Fall is the season for apple-picking, enjoying pumpkin spice-flavored everything, and spending weekends enjoying the autumn scenery. Just peek out your window, soon the cooler temps and changing leaves will be hard to resist. While beautiful, fall is also the perfect time for rolling up our sleeves and tackling those home improvement projects that you put off during the summer.
Enjoying the weather can put you in a great state of mind and allow you to focus on the task at hand. Beyond that, most building materials are at their best when they are installed at moderate temps. Plus, contractors typically have fewer projects during the fall, so you’re more likely to find help quickly if you don’t want to go the DIY route. To figure out what’s worth your time and budget, see what real estate agents and other professionals say.
Hands down, the easiest exterior project is also the one that reaps the biggest rewards. A freshly painted front door helps your home stand out from the block, and it can be finished in less than an afternoon. Fall is usually the perfect time for this activity; just pick that afternoon wisely. Normally, exterior paintings hould be done at a time when the temps are at least 50 degrees or so and aren’t dipping below the 40s at night. This allows the paint to adhere properly and prevents it from freezing before it is fully dry.
A deck is only as good as its condition. If the wood is splintering, the finish faded, or the rails shaky, call in the experts. A buyer who sees a dirty deck that’s in disrepair may sour their feelings about your house, and even if they still want to buy your home, they will certainly use it as a negotiating point. Even if you have to outright replace the deck, it’s worth the expense.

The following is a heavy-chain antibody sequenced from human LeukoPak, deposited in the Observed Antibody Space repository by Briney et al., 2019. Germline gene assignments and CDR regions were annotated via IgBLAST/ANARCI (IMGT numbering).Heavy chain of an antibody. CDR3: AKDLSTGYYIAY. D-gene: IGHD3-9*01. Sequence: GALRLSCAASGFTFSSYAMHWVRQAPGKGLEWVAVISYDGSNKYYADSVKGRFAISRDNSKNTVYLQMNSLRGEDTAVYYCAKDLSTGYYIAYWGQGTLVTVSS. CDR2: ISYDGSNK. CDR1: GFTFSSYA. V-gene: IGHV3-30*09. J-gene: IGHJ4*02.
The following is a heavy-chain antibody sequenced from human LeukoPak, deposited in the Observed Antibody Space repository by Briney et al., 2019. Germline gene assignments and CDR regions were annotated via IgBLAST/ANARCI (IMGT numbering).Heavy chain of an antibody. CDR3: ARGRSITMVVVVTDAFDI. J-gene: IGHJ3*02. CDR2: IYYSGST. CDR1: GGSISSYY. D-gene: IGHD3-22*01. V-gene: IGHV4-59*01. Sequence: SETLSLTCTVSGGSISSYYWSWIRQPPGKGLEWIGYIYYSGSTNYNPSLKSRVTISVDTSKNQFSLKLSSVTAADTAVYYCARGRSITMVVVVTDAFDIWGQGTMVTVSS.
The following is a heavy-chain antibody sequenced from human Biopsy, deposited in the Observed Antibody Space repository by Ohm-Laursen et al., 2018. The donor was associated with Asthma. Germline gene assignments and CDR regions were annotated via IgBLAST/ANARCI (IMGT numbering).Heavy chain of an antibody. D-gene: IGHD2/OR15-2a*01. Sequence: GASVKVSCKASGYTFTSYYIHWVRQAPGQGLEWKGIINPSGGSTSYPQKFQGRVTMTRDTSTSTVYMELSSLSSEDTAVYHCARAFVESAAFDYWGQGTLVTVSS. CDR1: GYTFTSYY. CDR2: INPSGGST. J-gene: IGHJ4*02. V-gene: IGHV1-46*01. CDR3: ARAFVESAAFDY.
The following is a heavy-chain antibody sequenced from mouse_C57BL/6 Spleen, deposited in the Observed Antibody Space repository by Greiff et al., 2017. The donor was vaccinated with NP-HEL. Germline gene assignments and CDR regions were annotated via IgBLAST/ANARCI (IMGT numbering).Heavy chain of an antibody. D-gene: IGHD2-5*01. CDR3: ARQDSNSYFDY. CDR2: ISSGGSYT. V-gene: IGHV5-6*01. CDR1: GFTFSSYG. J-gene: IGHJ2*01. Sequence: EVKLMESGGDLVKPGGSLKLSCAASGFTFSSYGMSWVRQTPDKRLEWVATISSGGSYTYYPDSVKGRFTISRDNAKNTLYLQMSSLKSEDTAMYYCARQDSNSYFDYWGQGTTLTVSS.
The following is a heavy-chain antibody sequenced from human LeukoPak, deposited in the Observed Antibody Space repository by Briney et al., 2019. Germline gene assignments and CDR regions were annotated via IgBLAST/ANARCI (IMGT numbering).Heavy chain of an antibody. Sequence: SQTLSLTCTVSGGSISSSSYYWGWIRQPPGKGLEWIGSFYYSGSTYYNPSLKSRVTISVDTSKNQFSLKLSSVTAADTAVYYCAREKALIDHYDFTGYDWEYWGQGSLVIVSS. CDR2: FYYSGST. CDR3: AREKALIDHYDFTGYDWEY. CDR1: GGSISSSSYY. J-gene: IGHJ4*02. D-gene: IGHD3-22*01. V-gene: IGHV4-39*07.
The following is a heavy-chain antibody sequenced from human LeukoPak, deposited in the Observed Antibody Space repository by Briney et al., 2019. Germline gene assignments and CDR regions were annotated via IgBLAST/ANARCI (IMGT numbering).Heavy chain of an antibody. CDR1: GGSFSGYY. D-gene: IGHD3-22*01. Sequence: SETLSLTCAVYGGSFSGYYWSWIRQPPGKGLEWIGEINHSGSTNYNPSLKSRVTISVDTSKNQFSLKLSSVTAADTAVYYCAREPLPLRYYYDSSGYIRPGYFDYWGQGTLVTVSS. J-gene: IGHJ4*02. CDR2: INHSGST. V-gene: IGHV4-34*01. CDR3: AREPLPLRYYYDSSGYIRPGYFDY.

If your exterior paint job is in decent shape, a few touch-ups could suffice. But for those with chipping paint or a 1970s color scheme? Choose a new house paint color immediately! The last thing you want is to scare buyers away before they even get inside. On average, you’ll spend $1,000 to $3,000 (for a 500- to 1,500-square-foot single-story home), but he estimates that the investment in curb appeal can help properties sell for up to 10% more than others on the block. Just stick to neutrals: This isn’t the time to try out a statement color.
The peace of mind offered by a functionally sound roof is invaluable to its respective occupants and is weighed heavily by those intent on making a purchase. A new roof can be basic or with details that enhance curb appeal, but its main value comes from instilling confidence in a prospective buyer. This holds true for repairing leaks and for cosmetic damage, which buyers often use to negotiate a lower price.
The ROI for this project can vary based on just how dirty your home was before the wash. If the home was merely a little dirty, the ROI may not be as great as it is for one that will look almost new after the wash. If your home falls into the latter category, it can be worth it to hire a pro. The ROI could be 100% or more, even if done by a pro for $1,000 or more. If you decide to go DIY, take care to avoid spraying water in a direction that’ll force it behind siding or under shingles.
Here, an ounce of prevention is worth a pound of cure. While you may need to wait for inclement weather to realize your return on investment, a mere 30 minutes of routine rain gutter maintenance could prevent thousands of dollars in damage to the foundation of a home. If you outsource this chore, expect to pay $3 to $9 per foot.
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